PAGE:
S.E.T. for socio-economic growth
Dr Mardé Helbig
When Dr Mardé Helbig, senior lecturer in the department of computer science at the University of Pretoria, found that little work had been done on solving problems with conflicting objectives that change over time, known as dynamic multi-objective optimisation problems (DMOOPs), she began to focus on solving DMOOPs using vector-evaluated particle swarm optimisation.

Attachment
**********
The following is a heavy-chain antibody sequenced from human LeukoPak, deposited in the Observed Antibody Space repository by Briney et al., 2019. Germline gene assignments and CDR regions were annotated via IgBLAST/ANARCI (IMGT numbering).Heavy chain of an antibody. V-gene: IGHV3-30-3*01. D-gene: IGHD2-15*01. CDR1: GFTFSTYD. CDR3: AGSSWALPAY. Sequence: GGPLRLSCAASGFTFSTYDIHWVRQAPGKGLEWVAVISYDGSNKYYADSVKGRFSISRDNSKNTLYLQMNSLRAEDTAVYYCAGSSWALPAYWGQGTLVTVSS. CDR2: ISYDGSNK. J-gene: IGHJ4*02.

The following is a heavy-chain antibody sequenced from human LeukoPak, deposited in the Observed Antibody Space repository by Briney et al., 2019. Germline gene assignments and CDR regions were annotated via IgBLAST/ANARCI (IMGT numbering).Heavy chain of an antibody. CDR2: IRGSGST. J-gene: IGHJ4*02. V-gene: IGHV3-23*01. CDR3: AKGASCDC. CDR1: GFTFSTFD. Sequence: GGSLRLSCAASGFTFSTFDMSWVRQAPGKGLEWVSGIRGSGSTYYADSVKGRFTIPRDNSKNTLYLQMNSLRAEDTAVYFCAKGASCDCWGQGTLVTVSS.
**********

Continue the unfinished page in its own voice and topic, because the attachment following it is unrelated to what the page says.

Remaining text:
These are algorithms which are simulated or inspired by biological behaviours of animal or birds and have been used to find the optimal solution to a given problem. ”Many real world optimisation problems are dynamic,” says Helbig. ”They have more than one objective, with at least two of those objectives in conflict with one another, and at least one objective or constraint changing over time,” she says. Research in this area can be applied to optimising the treatment of water based on what it’s going to be used for: the scheduling of jobs at a production plant or the routing of vehicles.
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